Joe Biden in Lawrence
U.S. Senator Joe Biden (D-Del.) spoke at the Dole Institute's "Contender Series" Friday, October 28, 2005 on the University of Kansas Campus in Lawrence, Kan.
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Hometown: Born in Scranton, Pa. Now lives in Wilmington, Del.
Religious affiliation: Roman Catholic
Experience: Has represented Delaware in the U.S. Senate for 36 years. Chairman of Senate Foreign Relations Committee. One of the youngest politicians ever elected to the Senate at age 29. Ran for president in 1988 and 2008.
Family: Wife, Jill; children Beau, Hunt and Ashley. His first wife, Neilia, and 13-month-old daughter Naomi were killed in a car accident in 1972, shortly after he was elected to his first term in the Senate.
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SPRINGFIELD, Ill. Barack Obama returned Saturday to the place he launched his improbable campaign for the presidency 18 months earlier to introduce running mate Joe Biden as a tough-spirited champion of the working class tested by personal tragedy.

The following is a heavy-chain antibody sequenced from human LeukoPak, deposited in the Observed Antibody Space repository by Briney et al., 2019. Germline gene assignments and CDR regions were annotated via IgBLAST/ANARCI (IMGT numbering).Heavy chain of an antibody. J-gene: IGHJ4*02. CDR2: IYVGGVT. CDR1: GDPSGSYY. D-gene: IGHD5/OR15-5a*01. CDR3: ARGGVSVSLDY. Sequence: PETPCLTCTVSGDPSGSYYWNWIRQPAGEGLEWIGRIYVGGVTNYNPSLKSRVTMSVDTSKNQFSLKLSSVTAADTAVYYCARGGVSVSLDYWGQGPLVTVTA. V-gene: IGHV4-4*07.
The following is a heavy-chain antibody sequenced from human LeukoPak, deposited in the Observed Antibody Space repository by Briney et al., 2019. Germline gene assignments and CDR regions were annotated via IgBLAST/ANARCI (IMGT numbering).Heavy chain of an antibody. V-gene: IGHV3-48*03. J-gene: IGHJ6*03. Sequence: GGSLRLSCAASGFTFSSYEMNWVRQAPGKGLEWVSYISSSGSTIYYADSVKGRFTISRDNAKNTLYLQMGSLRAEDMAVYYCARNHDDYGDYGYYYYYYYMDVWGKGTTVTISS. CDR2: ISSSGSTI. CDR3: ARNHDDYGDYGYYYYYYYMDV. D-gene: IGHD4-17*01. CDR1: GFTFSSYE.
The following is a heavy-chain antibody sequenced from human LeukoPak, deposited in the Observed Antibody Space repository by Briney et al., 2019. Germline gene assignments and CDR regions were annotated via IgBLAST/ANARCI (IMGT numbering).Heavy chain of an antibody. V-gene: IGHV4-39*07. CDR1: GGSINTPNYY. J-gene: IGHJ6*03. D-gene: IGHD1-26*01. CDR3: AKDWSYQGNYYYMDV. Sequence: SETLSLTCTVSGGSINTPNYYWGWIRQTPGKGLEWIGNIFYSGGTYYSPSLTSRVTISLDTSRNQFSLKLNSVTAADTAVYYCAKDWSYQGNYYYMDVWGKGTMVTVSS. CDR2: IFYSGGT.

Though Biden is seen as providing an important advantage by adding foreign policy heft to a candidate criticized for inexperience, Obama and Biden instead kept their debut as a team focused on deepening the Democratic ticket's connection to white, ethnic, working voters, a constituency that has been hesitant to embrace Obama.
Their first appearance together provided a clear preview of what voters can expect going forward. Biden, a skilled debater known for delivering cutting attacks while flashing a wide smile, slashed sarcastically at Republican John McCain, relishing the traditional vice presidential role of assailing the opposition.